A couple of months ago I was reading an article about Seven places you shouldn’t travel to
At first I was pretty annoyed by someone who had been to a range of marvellous places and dismissed them because they were too commercial (Machu Picchu), or too cold (Times Square New Year’s Eve), or too empty (the Taj Mahal is apparently a tomb). Then I realised it to be link bait and designed to spark debate. So rather than present my places I would avoid like the plague, I present 7 things I have learned from travel.
1. Do your research. A bit of a no-brainer, and considering the wealth of information in online travel sites, travel guides, and travel agents, it’s not that hard. The key to doing research is to do it early, and assess whether or not you really want to go to a particular place.
2. Bring your sense of humour- because you know that there will be a time when you’re in one of the most stylish nations in the world with wet hair because you can’t get the hairdryer to work. Of course there are times when the sense of humour deserts you, like when you’re trying to find the car rental in an unfamiliar city in heavy rain and you get splashed by a car driving through a puddle. And then your beloved LAUGHS…
3. Bring some common sense- of course it will be cold in Times Square on New Years Eve and there will be no toilets. It will also be cold in Scotland at any time of the year, even in August. It will rain in Ireland 9 days out of 10. Double-checking time train times and platforms is normal. You go to the toilet when there is a toilet, not when you need to go.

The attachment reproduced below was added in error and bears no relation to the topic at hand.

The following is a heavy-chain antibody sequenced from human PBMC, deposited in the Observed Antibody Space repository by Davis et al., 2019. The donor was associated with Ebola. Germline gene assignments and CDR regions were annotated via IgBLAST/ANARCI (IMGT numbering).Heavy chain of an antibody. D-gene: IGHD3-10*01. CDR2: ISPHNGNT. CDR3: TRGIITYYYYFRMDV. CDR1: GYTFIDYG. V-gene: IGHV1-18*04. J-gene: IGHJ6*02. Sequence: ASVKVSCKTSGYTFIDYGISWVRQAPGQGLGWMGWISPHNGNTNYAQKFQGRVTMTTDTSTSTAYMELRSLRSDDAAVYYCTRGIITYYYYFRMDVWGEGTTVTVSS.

4. Travel is a matter of personal taste- My parents have visited China several times and love it. I couldn’t think of any other place I would rather not go to, except the airport in Dubai which is my personal HELL ON EARTH. Mind you, we have visited various Scottish islands, including Lewis, Skye and Orkney and parts of Western Ireland to look at Neolithic monuments, which wouldn’t exactly be everyone’s idea of a fun holiday.
5. Have a backup- printout confirmation emails, maps, receipts, for when you don’t have online access. Also have a backup payment facility for when your credit card gets cancelled, like mine did after I used it at Heathrow airport.
6. Children add a unique dimension to travelling. You learn to look for playgrounds and green spaces as a criterion for looking for a place to stay, and to get to a museum early to avoid the queues and while the children are still fresh and relatively tantrum-free. Otherwise you end up with new phrase like ‘Doing an Uffizi’ to denote a tantrum…On the other hand it is fun seeing your seven year old son become quite adept at negotiating the London Underground, and your four year old daughter make friends with other little people despite not speaking the same language. (And nonnas exclaiming ‘Que belle ragazze’ to me :))
7. Be open to new experiences. I didn’t think I would enjoy travelling by train as much as I did. I didn’t think I would enjoy playing Uno with the kids as much as I did. I didn’t think I would love Bruges and York, and walking in the moors of Derbyshire.
What things have you learned from travelling? I would love to know!